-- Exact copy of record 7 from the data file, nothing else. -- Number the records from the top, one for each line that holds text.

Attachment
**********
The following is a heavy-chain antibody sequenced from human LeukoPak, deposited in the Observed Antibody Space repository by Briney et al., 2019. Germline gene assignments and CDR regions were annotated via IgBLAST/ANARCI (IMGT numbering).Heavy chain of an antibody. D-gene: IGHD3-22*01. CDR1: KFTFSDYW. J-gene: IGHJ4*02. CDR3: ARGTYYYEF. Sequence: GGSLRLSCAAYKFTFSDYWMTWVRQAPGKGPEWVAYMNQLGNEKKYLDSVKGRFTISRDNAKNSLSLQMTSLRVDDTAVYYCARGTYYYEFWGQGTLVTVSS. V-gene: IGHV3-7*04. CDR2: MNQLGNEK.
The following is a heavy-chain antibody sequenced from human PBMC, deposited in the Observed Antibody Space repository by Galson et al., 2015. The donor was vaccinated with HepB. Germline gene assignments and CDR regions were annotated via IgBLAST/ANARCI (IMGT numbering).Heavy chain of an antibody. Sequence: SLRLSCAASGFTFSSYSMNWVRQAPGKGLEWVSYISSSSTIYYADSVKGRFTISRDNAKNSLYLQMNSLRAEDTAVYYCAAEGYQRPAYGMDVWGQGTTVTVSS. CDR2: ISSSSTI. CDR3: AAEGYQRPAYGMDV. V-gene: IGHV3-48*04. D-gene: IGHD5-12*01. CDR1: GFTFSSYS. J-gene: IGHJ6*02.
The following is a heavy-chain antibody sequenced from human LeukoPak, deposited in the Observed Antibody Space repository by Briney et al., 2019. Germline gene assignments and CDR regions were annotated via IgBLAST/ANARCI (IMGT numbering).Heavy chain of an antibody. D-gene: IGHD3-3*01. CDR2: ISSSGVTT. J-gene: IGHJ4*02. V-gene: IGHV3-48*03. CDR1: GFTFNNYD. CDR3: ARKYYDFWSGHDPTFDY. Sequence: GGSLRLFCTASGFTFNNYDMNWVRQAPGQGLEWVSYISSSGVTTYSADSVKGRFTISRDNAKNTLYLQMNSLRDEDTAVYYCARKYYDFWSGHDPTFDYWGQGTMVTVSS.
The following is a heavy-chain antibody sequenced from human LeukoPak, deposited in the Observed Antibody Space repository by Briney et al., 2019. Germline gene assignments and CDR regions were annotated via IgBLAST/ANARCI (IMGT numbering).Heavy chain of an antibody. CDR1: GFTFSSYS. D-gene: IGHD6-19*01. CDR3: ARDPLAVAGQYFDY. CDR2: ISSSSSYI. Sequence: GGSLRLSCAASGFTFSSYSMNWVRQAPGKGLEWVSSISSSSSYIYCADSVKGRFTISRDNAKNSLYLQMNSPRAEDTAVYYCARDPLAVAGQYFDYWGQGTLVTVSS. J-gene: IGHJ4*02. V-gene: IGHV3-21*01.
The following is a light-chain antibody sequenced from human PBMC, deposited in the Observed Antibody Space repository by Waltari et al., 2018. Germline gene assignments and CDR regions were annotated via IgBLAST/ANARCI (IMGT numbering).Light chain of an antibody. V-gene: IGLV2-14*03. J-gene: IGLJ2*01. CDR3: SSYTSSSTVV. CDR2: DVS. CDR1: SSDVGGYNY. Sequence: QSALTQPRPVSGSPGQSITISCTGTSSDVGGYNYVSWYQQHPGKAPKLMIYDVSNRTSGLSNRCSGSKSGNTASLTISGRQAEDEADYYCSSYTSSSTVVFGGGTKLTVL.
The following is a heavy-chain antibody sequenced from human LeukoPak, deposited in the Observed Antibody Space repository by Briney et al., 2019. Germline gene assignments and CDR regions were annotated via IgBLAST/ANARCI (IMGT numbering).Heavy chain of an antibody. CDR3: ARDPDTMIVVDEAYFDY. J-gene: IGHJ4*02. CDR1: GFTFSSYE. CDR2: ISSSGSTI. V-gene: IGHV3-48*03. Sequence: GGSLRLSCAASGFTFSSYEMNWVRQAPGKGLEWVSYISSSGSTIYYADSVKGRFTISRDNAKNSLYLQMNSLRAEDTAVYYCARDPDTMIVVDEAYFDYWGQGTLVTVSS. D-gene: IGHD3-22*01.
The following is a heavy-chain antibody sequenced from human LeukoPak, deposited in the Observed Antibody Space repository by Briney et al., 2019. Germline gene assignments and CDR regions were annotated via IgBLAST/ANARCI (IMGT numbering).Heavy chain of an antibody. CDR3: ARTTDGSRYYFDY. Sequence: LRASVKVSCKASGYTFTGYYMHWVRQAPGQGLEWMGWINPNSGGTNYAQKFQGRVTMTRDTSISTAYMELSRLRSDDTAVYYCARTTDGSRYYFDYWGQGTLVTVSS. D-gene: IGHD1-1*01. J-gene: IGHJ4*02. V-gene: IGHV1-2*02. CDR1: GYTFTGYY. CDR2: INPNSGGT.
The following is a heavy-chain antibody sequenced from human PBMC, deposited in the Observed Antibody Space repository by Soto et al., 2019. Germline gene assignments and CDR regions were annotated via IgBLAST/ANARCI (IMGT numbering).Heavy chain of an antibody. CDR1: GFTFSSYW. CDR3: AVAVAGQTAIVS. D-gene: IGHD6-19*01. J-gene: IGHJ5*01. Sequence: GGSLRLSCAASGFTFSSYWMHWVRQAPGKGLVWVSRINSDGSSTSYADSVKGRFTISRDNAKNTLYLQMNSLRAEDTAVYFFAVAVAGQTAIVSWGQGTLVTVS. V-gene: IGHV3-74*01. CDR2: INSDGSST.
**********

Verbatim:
The following is a heavy-chain antibody sequenced from human LeukoPak, deposited in the Observed Antibody Space repository by Briney et al., 2019. Germline gene assignments and CDR regions were annotated via IgBLAST/ANARCI (IMGT numbering).Heavy chain of an antibody. CDR3: ARTTDGSRYYFDY. Sequence: LRASVKVSCKASGYTFTGYYMHWVRQAPGQGLEWMGWINPNSGGTNYAQKFQGRVTMTRDTSISTAYMELSRLRSDDTAVYYCARTTDGSRYYFDYWGQGTLVTVSS. D-gene: IGHD1-1*01. J-gene: IGHJ4*02. V-gene: IGHV1-2*02. CDR1: GYTFTGYY. CDR2: INPNSGGT.